"New Learning" - How is German learned with respect to the reference frame and portfolio?
2006 and 2007
The most interesting, topical and politically momentous power struggle in the field of language(s) is now being conducted in Europe. With the diligent approval of almost all the governments of the European Union, both the EU and the European Council have roundly proclaimed that they mean to preserve and cultivate Europe’s linguistic diversity. As processes of political integration normally tend on their own to establish a common language of communication (whereby English would undoubtedly be the predestined winner), this declaration of intention is by no means a modest one. If European multilingualism is to be secured, clear linguistic-political decisions will be needed and, over and above this, an energetic and practical will to reform which reaches down to the grass roots level of foreign language learning in the school systems. What is needed is, first, a clear declaration of intention on the part of educational policy to pursue the minimum requirement of “two foreign languages for every European citizen” and, second, a reform of foreign language instruction which makes the acquisition of communicative skills the measure of the content and results of all teaching and learning.
The scratch test for the success or failure of this plan has long begun. Notwithstanding all lip service, the rush of European governments and Ministries of Education to the necessary points positions of linguistic policy has not been exactly headlong. While the large European countries have conducted themselves rather hesitantly and vaguely (like Germany) or with unconcealed restrictiveness towards the reforms (like England), several smaller countries went courageously into the offensive, only later often to be shocked by their own courage (like Norway). If a balance is ventured, it will turn out undecided: At the moment, it is still a moot question whether European educational policy can summon up sufficient courage and assertive will to secure European multilingualism.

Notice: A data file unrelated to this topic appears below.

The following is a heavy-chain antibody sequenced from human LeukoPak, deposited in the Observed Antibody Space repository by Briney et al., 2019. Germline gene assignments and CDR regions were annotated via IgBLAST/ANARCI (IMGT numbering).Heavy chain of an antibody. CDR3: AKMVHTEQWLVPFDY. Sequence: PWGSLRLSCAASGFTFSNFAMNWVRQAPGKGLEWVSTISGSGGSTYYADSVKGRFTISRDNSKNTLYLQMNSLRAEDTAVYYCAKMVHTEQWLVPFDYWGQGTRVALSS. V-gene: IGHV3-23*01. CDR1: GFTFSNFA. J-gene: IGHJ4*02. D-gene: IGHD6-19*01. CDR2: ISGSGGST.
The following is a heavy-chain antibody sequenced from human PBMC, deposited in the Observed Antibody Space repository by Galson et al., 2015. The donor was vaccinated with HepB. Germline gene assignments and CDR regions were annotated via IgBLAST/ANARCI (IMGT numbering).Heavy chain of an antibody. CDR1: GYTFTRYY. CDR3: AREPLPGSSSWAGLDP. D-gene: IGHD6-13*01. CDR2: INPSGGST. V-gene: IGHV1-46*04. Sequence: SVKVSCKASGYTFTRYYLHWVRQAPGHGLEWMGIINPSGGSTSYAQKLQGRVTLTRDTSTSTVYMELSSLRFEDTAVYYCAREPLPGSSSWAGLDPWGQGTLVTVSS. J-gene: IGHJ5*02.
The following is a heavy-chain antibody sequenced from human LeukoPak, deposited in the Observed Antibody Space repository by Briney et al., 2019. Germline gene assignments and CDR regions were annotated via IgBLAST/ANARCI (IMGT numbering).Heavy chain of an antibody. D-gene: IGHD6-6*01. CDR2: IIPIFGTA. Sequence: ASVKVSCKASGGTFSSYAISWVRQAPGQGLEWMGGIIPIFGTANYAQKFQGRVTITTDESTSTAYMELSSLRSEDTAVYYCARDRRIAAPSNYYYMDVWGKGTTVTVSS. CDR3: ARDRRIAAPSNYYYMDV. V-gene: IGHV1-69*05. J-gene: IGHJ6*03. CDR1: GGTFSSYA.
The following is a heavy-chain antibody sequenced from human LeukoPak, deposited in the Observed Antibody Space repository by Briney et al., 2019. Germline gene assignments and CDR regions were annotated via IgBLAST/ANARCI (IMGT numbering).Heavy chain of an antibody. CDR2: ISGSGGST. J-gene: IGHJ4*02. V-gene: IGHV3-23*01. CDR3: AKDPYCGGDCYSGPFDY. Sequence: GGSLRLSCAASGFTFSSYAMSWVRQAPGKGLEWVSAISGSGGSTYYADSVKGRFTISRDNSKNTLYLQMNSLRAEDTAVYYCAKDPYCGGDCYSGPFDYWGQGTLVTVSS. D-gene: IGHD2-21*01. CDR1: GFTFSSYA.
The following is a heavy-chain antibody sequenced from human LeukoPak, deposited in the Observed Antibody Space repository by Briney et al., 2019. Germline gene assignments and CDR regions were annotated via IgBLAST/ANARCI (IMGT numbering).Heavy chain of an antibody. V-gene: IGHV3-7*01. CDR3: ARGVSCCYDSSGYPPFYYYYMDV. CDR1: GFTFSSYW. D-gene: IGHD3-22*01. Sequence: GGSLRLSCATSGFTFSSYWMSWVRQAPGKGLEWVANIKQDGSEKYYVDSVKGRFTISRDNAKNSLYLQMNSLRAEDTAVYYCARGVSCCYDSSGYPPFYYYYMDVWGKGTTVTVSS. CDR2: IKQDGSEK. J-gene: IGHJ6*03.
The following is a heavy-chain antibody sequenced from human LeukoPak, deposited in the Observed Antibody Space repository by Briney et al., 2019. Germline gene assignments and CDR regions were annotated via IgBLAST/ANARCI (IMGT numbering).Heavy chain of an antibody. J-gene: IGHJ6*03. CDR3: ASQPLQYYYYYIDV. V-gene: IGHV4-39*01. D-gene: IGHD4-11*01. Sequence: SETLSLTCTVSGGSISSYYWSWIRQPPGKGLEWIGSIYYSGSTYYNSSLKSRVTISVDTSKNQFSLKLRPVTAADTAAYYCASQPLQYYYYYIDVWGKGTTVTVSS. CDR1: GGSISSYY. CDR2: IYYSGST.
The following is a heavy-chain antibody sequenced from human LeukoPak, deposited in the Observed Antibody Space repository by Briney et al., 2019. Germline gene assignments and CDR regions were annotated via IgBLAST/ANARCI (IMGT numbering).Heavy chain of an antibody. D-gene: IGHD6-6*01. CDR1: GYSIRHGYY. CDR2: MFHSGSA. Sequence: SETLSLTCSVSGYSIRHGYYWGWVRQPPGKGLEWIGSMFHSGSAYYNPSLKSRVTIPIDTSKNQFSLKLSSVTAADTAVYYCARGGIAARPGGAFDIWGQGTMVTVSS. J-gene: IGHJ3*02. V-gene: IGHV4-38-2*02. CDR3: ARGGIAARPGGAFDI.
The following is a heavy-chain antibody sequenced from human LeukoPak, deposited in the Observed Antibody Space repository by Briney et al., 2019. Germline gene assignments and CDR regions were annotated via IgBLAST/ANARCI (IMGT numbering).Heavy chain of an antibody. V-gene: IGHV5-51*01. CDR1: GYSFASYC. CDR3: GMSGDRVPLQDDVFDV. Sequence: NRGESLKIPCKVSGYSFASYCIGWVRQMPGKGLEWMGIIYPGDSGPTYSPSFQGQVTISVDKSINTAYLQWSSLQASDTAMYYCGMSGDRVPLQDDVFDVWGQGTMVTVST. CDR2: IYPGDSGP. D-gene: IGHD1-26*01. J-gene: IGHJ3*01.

How does it look at the grass roots level? The European Council has called for a general upgrading of foreign language learning and has, since the 1960’s, continually made substantial contributions to this end. Concretely, it has proposed the establishment of a common scale of evaluation, the “Common European Reference Frame for Languages” (CEF) and to furnish all language learners (pupils) with a “European Language Portfolio” (ELP) which can help them as a learning aid and document their progress. In the meantime, there are in fact a great many of these portfolios. The question is how they have gone down at the grass roots level and whether they will actually be able to change foreign language learning.
The aim of our project is to provide initial, perspectival answers to this question: What does foreign language learning (learning German) in Scandinavia look like after the reform strategies of the European Council have begun to take effect?
We have chosen schools in Finland and Norway that have engaged themselves for the development and testing of the foreign language portfolios and want to produce a video documentation that shows these groups in characteristic learning situations based on the new concepts.
This project will take place in cooperation with Utdanningsdirektoratet Oslo, Kastellet skole Oslo, Kongsberg videregående skole and Telemarksforsking Notodden.